If these solitudes should be invaded, nowhere in England will the eye be able to look upon a scene in which there is nothing but the handiwork of Nature. No amount of profit, even supposing they could be made to yield such, would compensate for the loss of their primeval character, and it behoves those who believe there is something of more value to a nation than money to aid in the preservation of these stretches of wild moorland, which have come down to us untouched, and in which we have a glimpse of the world as it was.
‘Dartmoor may no longer be untouched,’ I concluded, ‘but it still fights to survive, and it is for these reasons that we oppose the siting of any further reservoirs on Dartmoor’.
The Swincombe valley from Ter cross
My diary records that it took me an hour to read my evidence. I was followed by Sylvia who probably took even longer (I had typed her evidence with my newly-acquired secretarial skills). I don’t think I was questioned, which would have been a disappointment to me. On the other hand I was delighted that David France, who was there for the BBC, said to Syl and me that we were the most newsworthy items so far, because we were emotive. He then proceeded to interview us and I was thrilled to be on Morning South West, the local radio programme, the following morning.
The inspector’s report was not published until 6 October 1980. It was accompanied by a letter on behalf of the Secretary of State for the Environment (Michael Heseltine, former MP for Tavistock in west Devon).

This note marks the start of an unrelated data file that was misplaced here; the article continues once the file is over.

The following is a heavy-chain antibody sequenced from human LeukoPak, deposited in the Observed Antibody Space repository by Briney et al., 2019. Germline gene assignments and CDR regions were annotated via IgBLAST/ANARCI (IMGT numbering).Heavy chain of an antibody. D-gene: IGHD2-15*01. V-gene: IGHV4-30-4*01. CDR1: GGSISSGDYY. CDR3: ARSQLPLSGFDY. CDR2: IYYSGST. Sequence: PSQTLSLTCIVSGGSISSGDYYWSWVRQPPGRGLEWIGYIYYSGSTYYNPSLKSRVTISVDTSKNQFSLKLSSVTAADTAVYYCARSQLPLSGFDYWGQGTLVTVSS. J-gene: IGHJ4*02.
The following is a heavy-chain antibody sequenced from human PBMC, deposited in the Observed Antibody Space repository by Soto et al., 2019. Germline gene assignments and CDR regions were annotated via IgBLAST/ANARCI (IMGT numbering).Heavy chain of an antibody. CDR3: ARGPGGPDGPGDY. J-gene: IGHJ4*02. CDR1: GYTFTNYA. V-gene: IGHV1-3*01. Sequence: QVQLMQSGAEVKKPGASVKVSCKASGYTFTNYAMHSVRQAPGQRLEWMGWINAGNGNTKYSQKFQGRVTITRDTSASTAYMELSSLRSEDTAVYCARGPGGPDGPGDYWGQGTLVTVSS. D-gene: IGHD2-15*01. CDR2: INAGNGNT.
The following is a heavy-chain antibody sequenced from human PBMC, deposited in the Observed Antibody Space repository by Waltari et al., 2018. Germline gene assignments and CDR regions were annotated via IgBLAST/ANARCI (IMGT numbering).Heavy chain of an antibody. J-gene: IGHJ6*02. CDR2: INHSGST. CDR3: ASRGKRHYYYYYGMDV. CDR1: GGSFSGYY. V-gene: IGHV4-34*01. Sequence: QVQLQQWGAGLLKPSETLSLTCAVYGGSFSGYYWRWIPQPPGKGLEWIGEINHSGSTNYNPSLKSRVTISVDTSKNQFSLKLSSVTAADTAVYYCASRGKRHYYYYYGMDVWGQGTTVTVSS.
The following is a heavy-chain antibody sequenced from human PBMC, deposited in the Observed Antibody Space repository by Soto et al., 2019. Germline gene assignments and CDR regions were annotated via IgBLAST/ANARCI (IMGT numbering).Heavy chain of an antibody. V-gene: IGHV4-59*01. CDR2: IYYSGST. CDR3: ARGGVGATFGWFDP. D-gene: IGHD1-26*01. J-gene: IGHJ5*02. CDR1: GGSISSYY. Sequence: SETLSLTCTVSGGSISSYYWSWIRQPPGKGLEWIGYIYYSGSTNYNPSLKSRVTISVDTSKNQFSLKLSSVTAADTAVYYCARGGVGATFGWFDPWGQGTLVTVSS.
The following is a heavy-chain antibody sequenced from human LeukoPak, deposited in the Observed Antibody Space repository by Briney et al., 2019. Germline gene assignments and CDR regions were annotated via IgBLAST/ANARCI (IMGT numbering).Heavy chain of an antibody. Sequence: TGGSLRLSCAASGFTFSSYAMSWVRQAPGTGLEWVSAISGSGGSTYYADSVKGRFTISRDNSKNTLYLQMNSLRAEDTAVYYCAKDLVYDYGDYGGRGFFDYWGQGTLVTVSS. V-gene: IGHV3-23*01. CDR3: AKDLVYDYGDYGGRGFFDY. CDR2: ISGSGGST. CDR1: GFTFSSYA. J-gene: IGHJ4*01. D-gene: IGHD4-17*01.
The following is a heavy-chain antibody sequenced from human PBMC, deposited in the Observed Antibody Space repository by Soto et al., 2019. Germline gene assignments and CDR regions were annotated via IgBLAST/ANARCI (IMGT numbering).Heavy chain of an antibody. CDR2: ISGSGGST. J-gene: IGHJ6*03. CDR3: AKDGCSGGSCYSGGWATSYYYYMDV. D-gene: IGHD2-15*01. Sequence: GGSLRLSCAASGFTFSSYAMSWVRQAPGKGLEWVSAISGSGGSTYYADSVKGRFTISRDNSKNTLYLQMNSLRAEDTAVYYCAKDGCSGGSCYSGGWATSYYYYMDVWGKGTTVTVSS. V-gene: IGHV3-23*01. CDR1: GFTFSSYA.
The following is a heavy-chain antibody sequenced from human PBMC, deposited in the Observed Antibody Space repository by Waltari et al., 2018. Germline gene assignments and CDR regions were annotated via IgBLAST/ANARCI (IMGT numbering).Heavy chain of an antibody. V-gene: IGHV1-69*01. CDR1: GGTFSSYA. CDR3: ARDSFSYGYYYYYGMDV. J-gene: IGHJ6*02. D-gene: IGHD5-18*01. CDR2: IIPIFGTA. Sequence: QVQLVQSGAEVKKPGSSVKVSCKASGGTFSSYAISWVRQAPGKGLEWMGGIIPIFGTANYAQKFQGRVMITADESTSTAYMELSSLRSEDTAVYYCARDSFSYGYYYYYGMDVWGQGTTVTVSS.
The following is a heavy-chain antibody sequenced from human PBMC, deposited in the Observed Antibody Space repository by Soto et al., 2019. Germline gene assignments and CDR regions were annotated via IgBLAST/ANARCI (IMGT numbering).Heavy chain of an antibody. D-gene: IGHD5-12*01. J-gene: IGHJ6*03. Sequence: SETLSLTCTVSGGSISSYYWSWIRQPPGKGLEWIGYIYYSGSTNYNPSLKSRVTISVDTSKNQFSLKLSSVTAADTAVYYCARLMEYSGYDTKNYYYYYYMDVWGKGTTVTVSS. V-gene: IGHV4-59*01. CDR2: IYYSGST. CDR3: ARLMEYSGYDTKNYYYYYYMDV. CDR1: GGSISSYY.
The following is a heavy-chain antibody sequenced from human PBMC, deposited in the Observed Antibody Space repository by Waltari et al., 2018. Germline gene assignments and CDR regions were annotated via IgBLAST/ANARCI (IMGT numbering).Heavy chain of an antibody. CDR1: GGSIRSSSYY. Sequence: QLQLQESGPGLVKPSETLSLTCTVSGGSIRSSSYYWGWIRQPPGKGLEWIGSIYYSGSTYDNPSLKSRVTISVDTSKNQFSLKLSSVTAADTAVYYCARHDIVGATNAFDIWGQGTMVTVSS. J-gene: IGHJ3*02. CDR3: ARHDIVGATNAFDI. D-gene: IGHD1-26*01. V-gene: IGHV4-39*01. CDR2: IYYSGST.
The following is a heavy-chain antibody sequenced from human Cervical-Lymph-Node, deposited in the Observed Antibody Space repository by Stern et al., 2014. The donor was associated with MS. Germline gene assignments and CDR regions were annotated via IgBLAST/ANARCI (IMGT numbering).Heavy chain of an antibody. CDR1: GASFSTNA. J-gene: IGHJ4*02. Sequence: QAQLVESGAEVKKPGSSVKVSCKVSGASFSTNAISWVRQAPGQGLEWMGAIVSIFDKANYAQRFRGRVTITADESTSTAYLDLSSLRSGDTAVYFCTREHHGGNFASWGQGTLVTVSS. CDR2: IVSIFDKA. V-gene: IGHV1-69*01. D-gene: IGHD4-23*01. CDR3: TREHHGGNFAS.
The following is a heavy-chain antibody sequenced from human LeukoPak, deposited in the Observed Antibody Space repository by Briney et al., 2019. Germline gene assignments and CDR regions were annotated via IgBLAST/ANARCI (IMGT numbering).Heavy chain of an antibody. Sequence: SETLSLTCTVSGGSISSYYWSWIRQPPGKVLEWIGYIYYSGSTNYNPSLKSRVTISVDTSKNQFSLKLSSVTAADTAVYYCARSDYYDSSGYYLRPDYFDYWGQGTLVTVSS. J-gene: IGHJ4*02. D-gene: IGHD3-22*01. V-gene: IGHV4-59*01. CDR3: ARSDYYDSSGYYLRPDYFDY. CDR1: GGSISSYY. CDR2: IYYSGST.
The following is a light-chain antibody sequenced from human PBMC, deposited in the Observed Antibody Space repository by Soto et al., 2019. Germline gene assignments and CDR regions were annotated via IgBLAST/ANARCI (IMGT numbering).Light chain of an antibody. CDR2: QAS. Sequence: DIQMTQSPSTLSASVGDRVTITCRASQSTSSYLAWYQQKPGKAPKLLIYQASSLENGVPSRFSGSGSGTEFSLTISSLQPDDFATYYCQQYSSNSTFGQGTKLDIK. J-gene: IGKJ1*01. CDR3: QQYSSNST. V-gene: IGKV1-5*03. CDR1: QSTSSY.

The inspector recommended the confirmation of Roadford. He gave little space to the alternative sites, which he rejected. He said: ‘I do not propose to express a view on the landscaping issue, concerning which it is difficult to avoid an element of subjective judgement, but to confine any comments to the guidance given by government policy on national parks. From this it is my view that in designating national parks, the intention of the Government was to preserve such areas for the nation as far as possible in their original natural state.’ He went on to quote Department of the Environment circular 4/76. He considered that a reservoir at Swincombe ‘is no minor peripheral erosion but a major construction in the very heart of Dartmoor. I consider therefore that the construction of a reservoir at Swincombe would be in complete contrast to the spirit and intention of the National Parks and Access to the Countryside Act and the subsequent recommendations of the National Parks Policies Review Committee.